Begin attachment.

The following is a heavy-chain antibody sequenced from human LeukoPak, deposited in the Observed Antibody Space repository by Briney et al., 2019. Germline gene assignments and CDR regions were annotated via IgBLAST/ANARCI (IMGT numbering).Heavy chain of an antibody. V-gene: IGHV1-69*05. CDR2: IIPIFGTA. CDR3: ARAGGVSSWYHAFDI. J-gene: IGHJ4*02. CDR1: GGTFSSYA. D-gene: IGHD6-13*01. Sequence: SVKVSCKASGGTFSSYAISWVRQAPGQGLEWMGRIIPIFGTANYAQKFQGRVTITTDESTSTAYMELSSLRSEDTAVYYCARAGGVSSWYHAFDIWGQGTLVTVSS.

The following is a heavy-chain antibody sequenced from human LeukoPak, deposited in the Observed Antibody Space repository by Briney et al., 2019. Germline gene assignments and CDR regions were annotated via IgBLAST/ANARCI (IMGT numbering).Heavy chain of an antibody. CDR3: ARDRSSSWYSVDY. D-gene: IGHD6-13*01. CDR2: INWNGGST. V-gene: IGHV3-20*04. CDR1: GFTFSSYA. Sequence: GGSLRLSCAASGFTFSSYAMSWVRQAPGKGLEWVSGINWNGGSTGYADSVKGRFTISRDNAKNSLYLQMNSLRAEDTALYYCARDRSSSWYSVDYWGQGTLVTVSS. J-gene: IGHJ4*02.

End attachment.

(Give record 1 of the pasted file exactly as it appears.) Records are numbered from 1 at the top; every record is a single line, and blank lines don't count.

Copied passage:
The following is a heavy-chain antibody sequenced from human LeukoPak, deposited in the Observed Antibody Space repository by Briney et al., 2019. Germline gene assignments and CDR regions were annotated via IgBLAST/ANARCI (IMGT numbering).Heavy chain of an antibody. V-gene: IGHV1-69*05. CDR2: IIPIFGTA. CDR3: ARAGGVSSWYHAFDI. J-gene: IGHJ4*02. CDR1: GGTFSSYA. D-gene: IGHD6-13*01. Sequence: SVKVSCKASGGTFSSYAISWVRQAPGQGLEWMGRIIPIFGTANYAQKFQGRVTITTDESTSTAYMELSSLRSEDTAVYYCARAGGVSSWYHAFDIWGQGTLVTVSS.